10. Look to the right 90 and move left foot out into a horse stance. At the same time slide the right hand to the top third of the Bo. Execute a downward block with the Bo parallel to the floor toward E. Immediately execute a downward block toward NE (45 forward). Follow with a third downward block toward SE (45 behind). These three blocks are executed in rapid succession while remaining in a horse stance.

  11. Look left (toward W), draw the left leg to the right into a back stance. This is similar to a cat stance with weight on the ball of the left foot). Step out toward W executing an overhead (Sa Kwon) strike to opponent's head or shoulder level. Keep end of Bo up and lock left elbow next to left leg. Index finger of right hand should be extended along the Bo - pointing forward. Strike is completed in a left front stance. (Kihap)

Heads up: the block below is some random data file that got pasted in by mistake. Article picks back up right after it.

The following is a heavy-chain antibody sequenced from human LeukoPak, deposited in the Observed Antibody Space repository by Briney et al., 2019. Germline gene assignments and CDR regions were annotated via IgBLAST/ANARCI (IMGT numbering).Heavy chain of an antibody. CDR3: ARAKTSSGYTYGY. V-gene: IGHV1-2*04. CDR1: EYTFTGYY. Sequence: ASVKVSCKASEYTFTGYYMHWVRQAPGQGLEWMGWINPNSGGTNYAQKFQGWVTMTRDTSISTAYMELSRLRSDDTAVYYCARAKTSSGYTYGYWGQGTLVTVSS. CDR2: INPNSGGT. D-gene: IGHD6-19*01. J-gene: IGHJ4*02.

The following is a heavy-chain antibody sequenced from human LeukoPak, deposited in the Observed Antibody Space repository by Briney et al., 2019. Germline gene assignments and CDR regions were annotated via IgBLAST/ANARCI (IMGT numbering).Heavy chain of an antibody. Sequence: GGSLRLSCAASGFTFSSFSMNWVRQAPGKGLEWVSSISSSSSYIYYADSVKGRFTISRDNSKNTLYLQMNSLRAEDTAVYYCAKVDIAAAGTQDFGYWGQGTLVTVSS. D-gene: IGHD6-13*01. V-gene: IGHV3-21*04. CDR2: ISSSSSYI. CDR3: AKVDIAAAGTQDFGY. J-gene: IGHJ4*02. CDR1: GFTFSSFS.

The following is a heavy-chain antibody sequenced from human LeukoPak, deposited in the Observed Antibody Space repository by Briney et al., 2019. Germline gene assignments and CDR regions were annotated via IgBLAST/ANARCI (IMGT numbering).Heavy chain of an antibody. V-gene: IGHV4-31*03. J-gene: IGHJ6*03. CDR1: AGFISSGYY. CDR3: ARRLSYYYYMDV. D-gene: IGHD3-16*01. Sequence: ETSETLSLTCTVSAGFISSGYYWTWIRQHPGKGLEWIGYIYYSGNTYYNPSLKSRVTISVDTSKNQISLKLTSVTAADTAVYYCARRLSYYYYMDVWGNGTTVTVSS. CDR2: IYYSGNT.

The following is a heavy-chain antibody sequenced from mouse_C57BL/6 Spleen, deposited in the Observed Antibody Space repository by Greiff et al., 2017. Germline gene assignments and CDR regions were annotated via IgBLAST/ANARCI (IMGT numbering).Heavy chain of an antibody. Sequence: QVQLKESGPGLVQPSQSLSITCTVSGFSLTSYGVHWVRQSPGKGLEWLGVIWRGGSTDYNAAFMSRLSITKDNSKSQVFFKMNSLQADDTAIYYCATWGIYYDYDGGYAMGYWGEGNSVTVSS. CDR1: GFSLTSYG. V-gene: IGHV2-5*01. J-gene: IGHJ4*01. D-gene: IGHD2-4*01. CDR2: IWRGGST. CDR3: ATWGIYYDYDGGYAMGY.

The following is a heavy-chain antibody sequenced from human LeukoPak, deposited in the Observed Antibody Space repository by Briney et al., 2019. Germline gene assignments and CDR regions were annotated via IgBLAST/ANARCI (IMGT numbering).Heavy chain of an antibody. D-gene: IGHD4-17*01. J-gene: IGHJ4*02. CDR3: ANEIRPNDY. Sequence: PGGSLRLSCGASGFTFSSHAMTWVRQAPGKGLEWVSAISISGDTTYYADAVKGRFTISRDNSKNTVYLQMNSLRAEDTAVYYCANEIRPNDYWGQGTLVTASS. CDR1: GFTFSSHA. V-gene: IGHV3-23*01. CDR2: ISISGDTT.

12. Draw the Bo along the left side with the left hand moving back and the right hand sliding to the top third of the Bo. Execute a low sweeping strike to opponent's knees toward NW (45 forward). This strike is executed in a back stance (70:30 on ball of the left foot). *From this point this stance will be merely referred to as a cat stance.

  13. Follow with an upward strike to the groin by pushing the right hand down on the end of the Bo and pulling upward on the top third of the Bo.

  14. Maintain back stance, draw the Bo with the right hand back while sliding the left hand to the top third of the Bo with a reversed grip (left hand turns over the top of the Bo with fingers closing downward). With the Bo along the left side of the body for leverage, sweep the Bo across from right to left, striking to the midsection of the opponent at NW. When the strike is completed, the left hand is at the end of the Bo and the left elbow is locked. The technique is completed in a left front stance.

  15. Drawing the Bo back with the left hand, grab the top of the Bo with the right hand. Move the left leg in, forming left back stance (70:30) and execute an overhead strike to opponent's head or shoulder area. Step out slightly with the left foot during the strike. (The left arm is forward one third of the way up the Bo, while the right hand is at the opposite end of the Bo along the right side-back and just below the right hip. Both arms are locked).